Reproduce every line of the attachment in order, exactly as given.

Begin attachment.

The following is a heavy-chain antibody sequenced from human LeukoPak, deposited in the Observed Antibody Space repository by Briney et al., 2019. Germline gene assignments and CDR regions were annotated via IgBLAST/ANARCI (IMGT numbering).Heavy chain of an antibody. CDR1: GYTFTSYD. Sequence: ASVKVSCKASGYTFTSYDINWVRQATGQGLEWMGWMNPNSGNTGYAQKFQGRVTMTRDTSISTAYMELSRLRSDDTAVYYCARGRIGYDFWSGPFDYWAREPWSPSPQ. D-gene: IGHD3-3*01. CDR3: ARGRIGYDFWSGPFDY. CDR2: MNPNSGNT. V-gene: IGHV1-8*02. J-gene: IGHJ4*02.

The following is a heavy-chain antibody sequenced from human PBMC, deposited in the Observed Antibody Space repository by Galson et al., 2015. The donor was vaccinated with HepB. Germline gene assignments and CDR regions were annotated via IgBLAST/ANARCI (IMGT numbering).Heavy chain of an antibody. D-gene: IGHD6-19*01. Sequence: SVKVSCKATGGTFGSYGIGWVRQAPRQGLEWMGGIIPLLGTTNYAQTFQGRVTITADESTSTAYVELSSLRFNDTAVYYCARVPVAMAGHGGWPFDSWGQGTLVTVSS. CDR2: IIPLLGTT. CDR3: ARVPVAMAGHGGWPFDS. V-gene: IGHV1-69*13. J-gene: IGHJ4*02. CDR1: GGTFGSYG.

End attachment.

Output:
The following is a heavy-chain antibody sequenced from human LeukoPak, deposited in the Observed Antibody Space repository by Briney et al., 2019. Germline gene assignments and CDR regions were annotated via IgBLAST/ANARCI (IMGT numbering).Heavy chain of an antibody. CDR1: GYTFTSYD. Sequence: ASVKVSCKASGYTFTSYDINWVRQATGQGLEWMGWMNPNSGNTGYAQKFQGRVTMTRDTSISTAYMELSRLRSDDTAVYYCARGRIGYDFWSGPFDYWAREPWSPSPQ. D-gene: IGHD3-3*01. CDR3: ARGRIGYDFWSGPFDY. CDR2: MNPNSGNT. V-gene: IGHV1-8*02. J-gene: IGHJ4*02.

The following is a heavy-chain antibody sequenced from human PBMC, deposited in the Observed Antibody Space repository by Galson et al., 2015. The donor was vaccinated with HepB. Germline gene assignments and CDR regions were annotated via IgBLAST/ANARCI (IMGT numbering).Heavy chain of an antibody. D-gene: IGHD6-19*01. Sequence: SVKVSCKATGGTFGSYGIGWVRQAPRQGLEWMGGIIPLLGTTNYAQTFQGRVTITADESTSTAYVELSSLRFNDTAVYYCARVPVAMAGHGGWPFDSWGQGTLVTVSS. CDR2: IIPLLGTT. CDR3: ARVPVAMAGHGGWPFDS. V-gene: IGHV1-69*13. J-gene: IGHJ4*02. CDR1: GGTFGSYG.